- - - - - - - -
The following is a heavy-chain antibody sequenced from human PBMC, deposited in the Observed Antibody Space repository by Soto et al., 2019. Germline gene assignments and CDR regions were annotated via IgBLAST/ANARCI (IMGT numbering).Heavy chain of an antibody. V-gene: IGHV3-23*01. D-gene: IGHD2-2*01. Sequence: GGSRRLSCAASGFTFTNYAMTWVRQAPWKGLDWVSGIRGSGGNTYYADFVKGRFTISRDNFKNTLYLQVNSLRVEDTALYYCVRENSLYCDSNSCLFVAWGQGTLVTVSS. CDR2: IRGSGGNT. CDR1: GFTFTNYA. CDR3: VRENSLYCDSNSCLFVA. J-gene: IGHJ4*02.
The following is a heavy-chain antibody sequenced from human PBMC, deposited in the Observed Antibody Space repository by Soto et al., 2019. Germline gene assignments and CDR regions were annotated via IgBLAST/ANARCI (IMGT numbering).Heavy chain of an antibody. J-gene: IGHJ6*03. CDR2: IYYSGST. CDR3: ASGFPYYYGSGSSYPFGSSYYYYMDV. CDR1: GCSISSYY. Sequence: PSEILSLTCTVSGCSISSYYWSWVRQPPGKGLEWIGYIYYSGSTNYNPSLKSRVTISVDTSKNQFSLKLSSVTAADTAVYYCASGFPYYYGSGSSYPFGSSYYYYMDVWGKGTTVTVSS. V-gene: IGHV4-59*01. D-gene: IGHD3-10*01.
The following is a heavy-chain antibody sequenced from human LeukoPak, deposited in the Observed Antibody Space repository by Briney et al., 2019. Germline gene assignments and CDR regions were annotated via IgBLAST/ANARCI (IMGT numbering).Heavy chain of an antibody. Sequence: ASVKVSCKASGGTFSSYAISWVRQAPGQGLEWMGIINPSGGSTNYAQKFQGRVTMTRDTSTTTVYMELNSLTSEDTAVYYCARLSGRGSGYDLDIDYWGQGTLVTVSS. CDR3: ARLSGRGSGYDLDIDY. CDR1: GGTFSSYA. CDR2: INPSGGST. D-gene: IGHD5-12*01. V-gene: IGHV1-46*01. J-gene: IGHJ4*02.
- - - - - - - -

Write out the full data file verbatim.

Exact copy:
The following is a heavy-chain antibody sequenced from human PBMC, deposited in the Observed Antibody Space repository by Soto et al., 2019. Germline gene assignments and CDR regions were annotated via IgBLAST/ANARCI (IMGT numbering).Heavy chain of an antibody. V-gene: IGHV3-23*01. D-gene: IGHD2-2*01. Sequence: GGSRRLSCAASGFTFTNYAMTWVRQAPWKGLDWVSGIRGSGGNTYYADFVKGRFTISRDNFKNTLYLQVNSLRVEDTALYYCVRENSLYCDSNSCLFVAWGQGTLVTVSS. CDR2: IRGSGGNT. CDR1: GFTFTNYA. CDR3: VRENSLYCDSNSCLFVA. J-gene: IGHJ4*02.
The following is a heavy-chain antibody sequenced from human PBMC, deposited in the Observed Antibody Space repository by Soto et al., 2019. Germline gene assignments and CDR regions were annotated via IgBLAST/ANARCI (IMGT numbering).Heavy chain of an antibody. J-gene: IGHJ6*03. CDR2: IYYSGST. CDR3: ASGFPYYYGSGSSYPFGSSYYYYMDV. CDR1: GCSISSYY. Sequence: PSEILSLTCTVSGCSISSYYWSWVRQPPGKGLEWIGYIYYSGSTNYNPSLKSRVTISVDTSKNQFSLKLSSVTAADTAVYYCASGFPYYYGSGSSYPFGSSYYYYMDVWGKGTTVTVSS. V-gene: IGHV4-59*01. D-gene: IGHD3-10*01.
The following is a heavy-chain antibody sequenced from human LeukoPak, deposited in the Observed Antibody Space repository by Briney et al., 2019. Germline gene assignments and CDR regions were annotated via IgBLAST/ANARCI (IMGT numbering).Heavy chain of an antibody. Sequence: ASVKVSCKASGGTFSSYAISWVRQAPGQGLEWMGIINPSGGSTNYAQKFQGRVTMTRDTSTTTVYMELNSLTSEDTAVYYCARLSGRGSGYDLDIDYWGQGTLVTVSS. CDR3: ARLSGRGSGYDLDIDY. CDR1: GGTFSSYA. CDR2: INPSGGST. D-gene: IGHD5-12*01. V-gene: IGHV1-46*01. J-gene: IGHJ4*02.